Our top inspiring (and fun) sustainability books to delve into over summer

sustainability booksHands up if you love nothing more than relaxing in the summer heat with a good book? Here’s our team’s top picks of inspiring reads for the holiday season. Let us know what you think!

Joel: The Necessary Revolution, by Peter Senge. It provides insights and many examples about how individuals and organisations are working together to create a sustainable world.

Sarah: Ideas with Legs, by Nils Vesk. Fun, inspiring and practical.

Tati: Collapse: How Societies Choose to Fail or Succeed, by Jared Diamond. An informative and eye-opening book analysing why societies collapse. The author states that it is a positive book, because it shows that “The big problems facing the world today are problems that are of our own making – and thus it is in our power to solve them.”

Ken: Confessions of an Economic Hitman, by John Perkins, is a compelling ‘partly autobiographical’ book, which is incredible if what is in it is true… It explains quite a few things about why the state of the world is the way it is.

Joana: The Wealth and Poverty of Nations, by David Landes; Germs, Guns and Steel, by Jared Diamond. These books foster discussions on (a) why we’re not all the same in spite of being equals; (b) why excuses for those differences such as race or provenance are hasty and misinformed explanations (and often exacerbate inequality).

Jonas: The Limits to Growth: The 30-year Update, by Donella Meadows, Jorgen Randers and Dennis Meadows. The scientist in me loves the modelling and scenarios that went into this book. As a sustainability professional, it;s just the right motivation I need to get out of bed in the morning; a good mix of optimism and urgency.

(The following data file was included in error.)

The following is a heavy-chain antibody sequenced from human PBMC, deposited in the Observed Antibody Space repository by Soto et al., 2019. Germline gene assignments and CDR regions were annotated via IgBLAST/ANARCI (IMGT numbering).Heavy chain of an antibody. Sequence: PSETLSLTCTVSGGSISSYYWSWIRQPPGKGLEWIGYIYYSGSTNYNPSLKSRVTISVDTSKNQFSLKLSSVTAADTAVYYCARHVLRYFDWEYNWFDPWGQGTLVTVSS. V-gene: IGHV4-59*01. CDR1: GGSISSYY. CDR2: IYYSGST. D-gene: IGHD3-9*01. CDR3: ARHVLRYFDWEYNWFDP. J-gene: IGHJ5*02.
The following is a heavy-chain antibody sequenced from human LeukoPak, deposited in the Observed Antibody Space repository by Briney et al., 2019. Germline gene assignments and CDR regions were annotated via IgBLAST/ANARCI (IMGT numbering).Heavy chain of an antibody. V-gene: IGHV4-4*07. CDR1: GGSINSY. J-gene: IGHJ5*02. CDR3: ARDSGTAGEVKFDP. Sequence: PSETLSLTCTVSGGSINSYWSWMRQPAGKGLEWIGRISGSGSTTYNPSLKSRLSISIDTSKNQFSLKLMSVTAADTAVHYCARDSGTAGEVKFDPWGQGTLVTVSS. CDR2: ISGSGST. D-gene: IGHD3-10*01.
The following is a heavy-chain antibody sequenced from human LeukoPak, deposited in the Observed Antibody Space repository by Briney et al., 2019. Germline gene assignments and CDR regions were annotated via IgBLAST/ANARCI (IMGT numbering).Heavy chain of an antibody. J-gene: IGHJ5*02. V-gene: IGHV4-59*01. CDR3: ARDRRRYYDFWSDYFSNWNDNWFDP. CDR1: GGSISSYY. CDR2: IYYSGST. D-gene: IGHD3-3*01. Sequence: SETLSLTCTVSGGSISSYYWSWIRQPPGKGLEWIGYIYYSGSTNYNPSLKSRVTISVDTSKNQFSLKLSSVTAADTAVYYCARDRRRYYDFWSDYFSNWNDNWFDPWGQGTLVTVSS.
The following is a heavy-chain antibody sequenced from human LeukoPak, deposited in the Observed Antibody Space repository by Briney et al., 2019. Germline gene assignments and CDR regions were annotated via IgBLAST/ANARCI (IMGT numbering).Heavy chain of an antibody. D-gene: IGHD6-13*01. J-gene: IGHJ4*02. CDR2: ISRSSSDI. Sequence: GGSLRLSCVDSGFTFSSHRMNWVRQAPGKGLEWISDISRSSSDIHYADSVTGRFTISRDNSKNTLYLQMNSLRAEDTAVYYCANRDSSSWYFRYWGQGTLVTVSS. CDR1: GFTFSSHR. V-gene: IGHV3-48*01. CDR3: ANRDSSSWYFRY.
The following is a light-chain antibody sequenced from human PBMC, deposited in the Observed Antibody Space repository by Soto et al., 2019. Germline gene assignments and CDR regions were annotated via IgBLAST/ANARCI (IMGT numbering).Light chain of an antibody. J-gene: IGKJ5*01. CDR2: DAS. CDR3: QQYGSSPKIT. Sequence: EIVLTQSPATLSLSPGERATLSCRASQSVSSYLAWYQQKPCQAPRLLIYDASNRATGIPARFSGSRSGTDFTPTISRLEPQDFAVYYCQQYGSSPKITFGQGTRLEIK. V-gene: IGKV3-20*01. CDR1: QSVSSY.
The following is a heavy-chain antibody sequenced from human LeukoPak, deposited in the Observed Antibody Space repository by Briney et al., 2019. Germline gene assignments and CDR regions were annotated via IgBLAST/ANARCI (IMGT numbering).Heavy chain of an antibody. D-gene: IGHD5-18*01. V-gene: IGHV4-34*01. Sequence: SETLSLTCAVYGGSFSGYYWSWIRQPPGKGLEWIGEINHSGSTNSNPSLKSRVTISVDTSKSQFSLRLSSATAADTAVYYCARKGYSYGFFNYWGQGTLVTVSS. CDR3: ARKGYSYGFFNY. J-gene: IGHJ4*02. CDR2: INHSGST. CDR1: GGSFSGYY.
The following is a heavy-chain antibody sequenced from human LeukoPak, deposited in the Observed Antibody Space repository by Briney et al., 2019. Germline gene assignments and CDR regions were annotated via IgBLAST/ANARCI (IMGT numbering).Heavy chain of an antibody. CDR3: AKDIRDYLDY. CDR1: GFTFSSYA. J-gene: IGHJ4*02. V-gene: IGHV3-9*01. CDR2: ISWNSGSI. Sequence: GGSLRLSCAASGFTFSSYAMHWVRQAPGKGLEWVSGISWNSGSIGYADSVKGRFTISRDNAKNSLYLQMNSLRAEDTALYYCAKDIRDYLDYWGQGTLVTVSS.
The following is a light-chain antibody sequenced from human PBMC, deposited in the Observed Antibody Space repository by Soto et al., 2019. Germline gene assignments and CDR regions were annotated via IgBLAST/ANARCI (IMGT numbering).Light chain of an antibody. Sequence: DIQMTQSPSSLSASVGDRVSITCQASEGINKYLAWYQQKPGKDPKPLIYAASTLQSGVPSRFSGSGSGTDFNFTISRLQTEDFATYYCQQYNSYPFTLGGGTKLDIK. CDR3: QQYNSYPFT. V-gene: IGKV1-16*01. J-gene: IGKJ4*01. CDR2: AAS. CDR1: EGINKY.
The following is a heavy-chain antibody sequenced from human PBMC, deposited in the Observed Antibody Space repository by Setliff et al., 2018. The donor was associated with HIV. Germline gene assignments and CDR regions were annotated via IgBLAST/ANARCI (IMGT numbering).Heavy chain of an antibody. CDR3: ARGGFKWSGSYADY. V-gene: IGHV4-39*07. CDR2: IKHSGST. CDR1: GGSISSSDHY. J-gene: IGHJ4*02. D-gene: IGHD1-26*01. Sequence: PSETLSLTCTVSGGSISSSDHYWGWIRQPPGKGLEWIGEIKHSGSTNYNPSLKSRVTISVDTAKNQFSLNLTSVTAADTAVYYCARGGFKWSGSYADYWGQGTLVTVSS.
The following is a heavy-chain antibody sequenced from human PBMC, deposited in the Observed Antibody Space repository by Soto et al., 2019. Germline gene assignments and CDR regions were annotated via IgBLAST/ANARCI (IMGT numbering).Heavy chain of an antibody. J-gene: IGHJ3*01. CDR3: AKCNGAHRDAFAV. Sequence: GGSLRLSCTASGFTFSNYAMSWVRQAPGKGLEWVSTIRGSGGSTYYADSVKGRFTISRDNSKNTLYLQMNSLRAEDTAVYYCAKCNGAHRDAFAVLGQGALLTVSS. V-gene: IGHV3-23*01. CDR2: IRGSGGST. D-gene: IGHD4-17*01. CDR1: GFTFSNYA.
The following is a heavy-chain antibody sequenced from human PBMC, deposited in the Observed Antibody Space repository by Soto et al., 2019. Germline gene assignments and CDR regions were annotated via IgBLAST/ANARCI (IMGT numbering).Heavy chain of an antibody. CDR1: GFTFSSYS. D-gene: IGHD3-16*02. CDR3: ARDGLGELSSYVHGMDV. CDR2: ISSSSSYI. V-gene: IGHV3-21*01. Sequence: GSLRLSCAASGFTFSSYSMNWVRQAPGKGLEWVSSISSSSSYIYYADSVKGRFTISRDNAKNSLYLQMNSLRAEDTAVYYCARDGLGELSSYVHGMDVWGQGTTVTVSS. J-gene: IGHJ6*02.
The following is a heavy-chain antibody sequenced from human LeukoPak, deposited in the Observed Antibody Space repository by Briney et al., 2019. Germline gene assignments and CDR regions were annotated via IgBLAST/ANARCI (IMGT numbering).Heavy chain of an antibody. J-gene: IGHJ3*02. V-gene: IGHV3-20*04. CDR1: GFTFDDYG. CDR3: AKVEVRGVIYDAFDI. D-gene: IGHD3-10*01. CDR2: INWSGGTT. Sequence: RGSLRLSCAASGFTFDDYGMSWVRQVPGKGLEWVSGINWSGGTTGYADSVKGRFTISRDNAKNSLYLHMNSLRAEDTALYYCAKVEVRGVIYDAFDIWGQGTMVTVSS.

Jon: Fight like a girl, by Clementine Ford. Smash the patriarchy.

Tom: The Dice Man, by George Cockroft. Help stretch the boundaries of the choices you give yourself, see beyond the boundaries of current paradigms; make a choice – be happy.

Alexis: The Hidden Life of Trees, by Peter Wohlleben. My brother recommended it as a funny read, which has a really different take on forests and draws in quite a bit of research!

Jacqui: Talking to My Country, by Stan Grant. Not necessarily fun, but an interesting and important book about Australia’s history.

Henrique: My all-time favourite book is Siddhartha, by Herman Hesse. The book is a fictional journey about Buddha’s life, suggesting that a person alone is responsible for his/her own redemption, or otherwise.

Marie: The Miracle Morning: The Not-So-Obvious Secret Guaranteed to Transform Your Life (Before 8AM), by Hal Elrod. We always have ideas of what we should do, what makes us happy, how we could change the world… and then we forget everything by the end of the day. This book gathers best practices of personal development and helps us achieve what we really want – including being more sustainable – all before 8am every day!

Jimmy: Another Roadside Attraction, by Tom Robbins. A fun novel written in a witty, yet intellectual style that not many other writers can pull off. It is a fantastically bizarre story about challenging the mainstream and the status quo, finding what is important to you and living life following no one’s path but your own. It is one of the few books I have read recently that had me laughing out loud.

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